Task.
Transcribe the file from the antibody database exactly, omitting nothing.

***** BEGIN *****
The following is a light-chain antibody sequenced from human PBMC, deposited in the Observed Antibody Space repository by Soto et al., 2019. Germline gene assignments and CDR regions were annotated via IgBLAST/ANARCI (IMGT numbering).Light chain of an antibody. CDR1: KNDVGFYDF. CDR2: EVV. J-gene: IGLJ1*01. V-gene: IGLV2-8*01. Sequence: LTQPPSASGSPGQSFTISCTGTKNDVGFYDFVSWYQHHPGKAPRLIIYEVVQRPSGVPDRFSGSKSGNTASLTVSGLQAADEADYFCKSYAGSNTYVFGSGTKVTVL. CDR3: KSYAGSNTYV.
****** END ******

The following is a light-chain antibody sequenced from human PBMC, deposited in the Observed Antibody Space repository by Soto et al., 2019. Germline gene assignments and CDR regions were annotated via IgBLAST/ANARCI (IMGT numbering).Light chain of an antibody. CDR1: KNDVGFYDF. CDR2: EVV. J-gene: IGLJ1*01. V-gene: IGLV2-8*01. Sequence: LTQPPSASGSPGQSFTISCTGTKNDVGFYDFVSWYQHHPGKAPRLIIYEVVQRPSGVPDRFSGSKSGNTASLTVSGLQAADEADYFCKSYAGSNTYVFGSGTKVTVL. CDR3: KSYAGSNTYV.